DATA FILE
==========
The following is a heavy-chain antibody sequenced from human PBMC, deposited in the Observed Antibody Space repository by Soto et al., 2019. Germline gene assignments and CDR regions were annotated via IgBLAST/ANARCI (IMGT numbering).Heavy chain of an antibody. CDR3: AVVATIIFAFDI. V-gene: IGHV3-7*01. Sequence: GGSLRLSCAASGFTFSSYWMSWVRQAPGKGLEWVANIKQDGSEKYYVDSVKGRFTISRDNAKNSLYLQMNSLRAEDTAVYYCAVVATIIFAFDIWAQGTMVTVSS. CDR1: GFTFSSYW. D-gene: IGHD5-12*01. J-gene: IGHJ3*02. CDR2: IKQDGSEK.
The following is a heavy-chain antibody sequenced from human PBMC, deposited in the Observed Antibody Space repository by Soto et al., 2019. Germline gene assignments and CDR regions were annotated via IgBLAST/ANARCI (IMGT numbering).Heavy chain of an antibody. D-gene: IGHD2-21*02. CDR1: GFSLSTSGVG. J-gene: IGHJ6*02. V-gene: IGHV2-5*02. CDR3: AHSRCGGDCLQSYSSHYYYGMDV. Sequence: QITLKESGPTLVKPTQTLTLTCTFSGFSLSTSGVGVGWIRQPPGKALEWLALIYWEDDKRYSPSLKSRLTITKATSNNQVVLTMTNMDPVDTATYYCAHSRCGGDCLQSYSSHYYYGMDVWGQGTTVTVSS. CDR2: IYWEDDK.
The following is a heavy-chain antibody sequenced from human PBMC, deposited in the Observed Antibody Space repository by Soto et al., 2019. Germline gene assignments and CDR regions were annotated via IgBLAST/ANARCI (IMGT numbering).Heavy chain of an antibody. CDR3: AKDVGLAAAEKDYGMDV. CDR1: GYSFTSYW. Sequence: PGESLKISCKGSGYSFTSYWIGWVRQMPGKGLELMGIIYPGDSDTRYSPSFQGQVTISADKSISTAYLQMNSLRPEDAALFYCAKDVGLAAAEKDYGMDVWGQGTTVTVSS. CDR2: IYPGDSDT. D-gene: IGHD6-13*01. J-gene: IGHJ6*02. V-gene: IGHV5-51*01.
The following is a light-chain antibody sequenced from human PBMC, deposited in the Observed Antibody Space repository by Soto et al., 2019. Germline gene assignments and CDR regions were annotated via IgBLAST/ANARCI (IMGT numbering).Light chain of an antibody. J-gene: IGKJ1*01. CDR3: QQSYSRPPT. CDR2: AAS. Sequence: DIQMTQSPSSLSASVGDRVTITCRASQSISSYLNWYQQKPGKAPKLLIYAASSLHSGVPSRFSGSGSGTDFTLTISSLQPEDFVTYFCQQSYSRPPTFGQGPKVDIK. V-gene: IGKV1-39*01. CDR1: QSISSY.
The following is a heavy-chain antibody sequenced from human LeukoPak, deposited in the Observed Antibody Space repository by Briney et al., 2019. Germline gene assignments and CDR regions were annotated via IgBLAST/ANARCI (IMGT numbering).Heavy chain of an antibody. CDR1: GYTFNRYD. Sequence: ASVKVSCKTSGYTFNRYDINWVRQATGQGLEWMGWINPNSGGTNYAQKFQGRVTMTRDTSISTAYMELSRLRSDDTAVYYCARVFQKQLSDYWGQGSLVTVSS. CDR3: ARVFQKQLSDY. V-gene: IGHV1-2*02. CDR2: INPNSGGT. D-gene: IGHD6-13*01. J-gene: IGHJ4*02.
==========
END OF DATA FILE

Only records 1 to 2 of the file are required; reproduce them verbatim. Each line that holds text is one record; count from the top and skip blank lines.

The following is a heavy-chain antibody sequenced from human PBMC, deposited in the Observed Antibody Space repository by Soto et al., 2019. Germline gene assignments and CDR regions were annotated via IgBLAST/ANARCI (IMGT numbering).Heavy chain of an antibody. CDR3: AVVATIIFAFDI. V-gene: IGHV3-7*01. Sequence: GGSLRLSCAASGFTFSSYWMSWVRQAPGKGLEWVANIKQDGSEKYYVDSVKGRFTISRDNAKNSLYLQMNSLRAEDTAVYYCAVVATIIFAFDIWAQGTMVTVSS. CDR1: GFTFSSYW. D-gene: IGHD5-12*01. J-gene: IGHJ3*02. CDR2: IKQDGSEK.
The following is a heavy-chain antibody sequenced from human PBMC, deposited in the Observed Antibody Space repository by Soto et al., 2019. Germline gene assignments and CDR regions were annotated via IgBLAST/ANARCI (IMGT numbering).Heavy chain of an antibody. D-gene: IGHD2-21*02. CDR1: GFSLSTSGVG. J-gene: IGHJ6*02. V-gene: IGHV2-5*02. CDR3: AHSRCGGDCLQSYSSHYYYGMDV. Sequence: QITLKESGPTLVKPTQTLTLTCTFSGFSLSTSGVGVGWIRQPPGKALEWLALIYWEDDKRYSPSLKSRLTITKATSNNQVVLTMTNMDPVDTATYYCAHSRCGGDCLQSYSSHYYYGMDVWGQGTTVTVSS. CDR2: IYWEDDK.